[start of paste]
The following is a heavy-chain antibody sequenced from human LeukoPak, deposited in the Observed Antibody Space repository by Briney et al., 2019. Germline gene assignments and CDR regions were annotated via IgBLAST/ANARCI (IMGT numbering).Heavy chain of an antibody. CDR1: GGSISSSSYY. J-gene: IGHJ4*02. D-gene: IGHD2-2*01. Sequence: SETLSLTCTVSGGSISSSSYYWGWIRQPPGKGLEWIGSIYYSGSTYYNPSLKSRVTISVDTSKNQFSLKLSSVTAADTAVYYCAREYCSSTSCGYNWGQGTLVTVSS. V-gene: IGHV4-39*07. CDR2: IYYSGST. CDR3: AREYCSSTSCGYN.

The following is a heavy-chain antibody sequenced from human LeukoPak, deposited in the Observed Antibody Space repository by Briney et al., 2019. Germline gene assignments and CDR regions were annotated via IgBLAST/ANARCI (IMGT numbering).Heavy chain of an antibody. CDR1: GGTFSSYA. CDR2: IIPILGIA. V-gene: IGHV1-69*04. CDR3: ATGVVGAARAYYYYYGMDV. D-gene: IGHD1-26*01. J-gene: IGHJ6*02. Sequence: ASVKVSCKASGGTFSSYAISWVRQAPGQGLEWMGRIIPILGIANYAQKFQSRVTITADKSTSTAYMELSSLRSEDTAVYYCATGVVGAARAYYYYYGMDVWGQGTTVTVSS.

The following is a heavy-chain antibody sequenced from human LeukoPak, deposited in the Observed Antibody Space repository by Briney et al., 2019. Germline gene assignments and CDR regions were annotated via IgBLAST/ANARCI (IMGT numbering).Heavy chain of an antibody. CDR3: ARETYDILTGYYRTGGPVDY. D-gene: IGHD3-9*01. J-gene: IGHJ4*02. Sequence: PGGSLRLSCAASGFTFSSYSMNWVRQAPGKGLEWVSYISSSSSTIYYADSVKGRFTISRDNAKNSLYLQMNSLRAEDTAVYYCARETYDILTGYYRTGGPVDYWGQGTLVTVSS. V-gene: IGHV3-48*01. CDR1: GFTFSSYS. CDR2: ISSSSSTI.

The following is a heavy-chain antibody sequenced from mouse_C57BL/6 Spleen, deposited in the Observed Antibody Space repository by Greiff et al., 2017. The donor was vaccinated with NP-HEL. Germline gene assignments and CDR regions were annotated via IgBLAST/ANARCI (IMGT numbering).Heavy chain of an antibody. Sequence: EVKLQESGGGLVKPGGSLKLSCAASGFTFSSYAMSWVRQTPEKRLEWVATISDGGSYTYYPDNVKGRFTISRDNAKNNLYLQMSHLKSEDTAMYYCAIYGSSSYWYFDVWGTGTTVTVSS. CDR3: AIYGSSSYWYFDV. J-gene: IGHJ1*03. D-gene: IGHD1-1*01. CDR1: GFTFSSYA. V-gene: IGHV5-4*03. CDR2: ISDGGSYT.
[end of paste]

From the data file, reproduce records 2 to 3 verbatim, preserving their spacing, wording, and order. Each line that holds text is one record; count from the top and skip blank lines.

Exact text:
The following is a heavy-chain antibody sequenced from human LeukoPak, deposited in the Observed Antibody Space repository by Briney et al., 2019. Germline gene assignments and CDR regions were annotated via IgBLAST/ANARCI (IMGT numbering).Heavy chain of an antibody. CDR1: GGTFSSYA. CDR2: IIPILGIA. V-gene: IGHV1-69*04. CDR3: ATGVVGAARAYYYYYGMDV. D-gene: IGHD1-26*01. J-gene: IGHJ6*02. Sequence: ASVKVSCKASGGTFSSYAISWVRQAPGQGLEWMGRIIPILGIANYAQKFQSRVTITADKSTSTAYMELSSLRSEDTAVYYCATGVVGAARAYYYYYGMDVWGQGTTVTVSS.

The following is a heavy-chain antibody sequenced from human LeukoPak, deposited in the Observed Antibody Space repository by Briney et al., 2019. Germline gene assignments and CDR regions were annotated via IgBLAST/ANARCI (IMGT numbering).Heavy chain of an antibody. CDR3: ARETYDILTGYYRTGGPVDY. D-gene: IGHD3-9*01. J-gene: IGHJ4*02. Sequence: PGGSLRLSCAASGFTFSSYSMNWVRQAPGKGLEWVSYISSSSSTIYYADSVKGRFTISRDNAKNSLYLQMNSLRAEDTAVYYCARETYDILTGYYRTGGPVDYWGQGTLVTVSS. V-gene: IGHV3-48*01. CDR1: GFTFSSYS. CDR2: ISSSSSTI.